South Africans have two self-righteous bodies with major divergences in their mutual perceptions. Put in simplified form, you can say:
• SA’s journalists see themselves as watchdogs on power on behalf of the public.
• The ANC and government see the press as a bunch of hyenas.
• Politicians have a proclivity to be demons, according the watchdogs.
• Our leaders are angels, according the ANC.
Quick - what are the top most important topics for journalism education to be teaching today?
If you're South African, you might want to say - in the light of recent belligerent comments from those in power - it is this: "How to make a case for media freedom and self-regulation." You wouldn't be wrong.
South Africa's communications regulatory body, Icasa, hasn't had a good press for quite a while. Not that there's a journalistic vendetta against the Independent Communications Authority of South Africa. But you can't expect good news from an institution where recently replaced chair, Paris Mashile, admitted to parliament: "We fell off our horse".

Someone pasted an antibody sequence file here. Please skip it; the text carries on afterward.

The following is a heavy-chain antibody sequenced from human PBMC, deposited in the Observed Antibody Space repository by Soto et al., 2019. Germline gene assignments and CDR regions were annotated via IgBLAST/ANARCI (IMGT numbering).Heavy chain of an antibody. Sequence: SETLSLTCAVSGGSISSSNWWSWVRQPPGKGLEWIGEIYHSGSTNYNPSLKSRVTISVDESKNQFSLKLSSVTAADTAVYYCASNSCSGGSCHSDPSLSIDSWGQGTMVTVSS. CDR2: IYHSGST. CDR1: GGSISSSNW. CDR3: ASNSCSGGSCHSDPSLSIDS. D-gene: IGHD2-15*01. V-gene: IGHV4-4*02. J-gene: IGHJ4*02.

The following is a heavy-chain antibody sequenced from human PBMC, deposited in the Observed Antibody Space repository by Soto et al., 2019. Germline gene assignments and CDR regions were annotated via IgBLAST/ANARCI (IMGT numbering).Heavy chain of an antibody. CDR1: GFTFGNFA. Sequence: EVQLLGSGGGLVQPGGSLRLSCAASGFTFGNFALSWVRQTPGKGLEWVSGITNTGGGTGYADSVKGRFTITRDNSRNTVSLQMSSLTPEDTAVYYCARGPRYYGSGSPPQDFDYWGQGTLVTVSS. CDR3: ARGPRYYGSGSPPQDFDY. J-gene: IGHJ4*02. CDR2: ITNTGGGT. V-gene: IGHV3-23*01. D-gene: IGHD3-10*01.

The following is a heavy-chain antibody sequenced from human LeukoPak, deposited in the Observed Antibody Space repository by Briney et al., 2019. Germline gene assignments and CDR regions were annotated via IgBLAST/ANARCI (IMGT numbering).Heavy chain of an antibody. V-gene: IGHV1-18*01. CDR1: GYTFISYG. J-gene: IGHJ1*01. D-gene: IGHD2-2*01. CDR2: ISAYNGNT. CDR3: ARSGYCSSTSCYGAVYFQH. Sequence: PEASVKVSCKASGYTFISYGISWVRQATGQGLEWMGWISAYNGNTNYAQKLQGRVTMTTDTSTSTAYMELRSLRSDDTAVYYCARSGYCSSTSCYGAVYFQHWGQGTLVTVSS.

Peter Laufer plays radio-host in a fun-workshop that tapped the views of Iraqi journalism teachers.
Imagine journalism classes in temperatures of 45 degrees celsius. That’s the experience of in Baghdad where power failures cripple classroom fans.
In March this year, the campus radio station at the University of Baghdad stopped broadcasting because a sand-storm demolished the transmission tower.
These, though, are the least of the problems.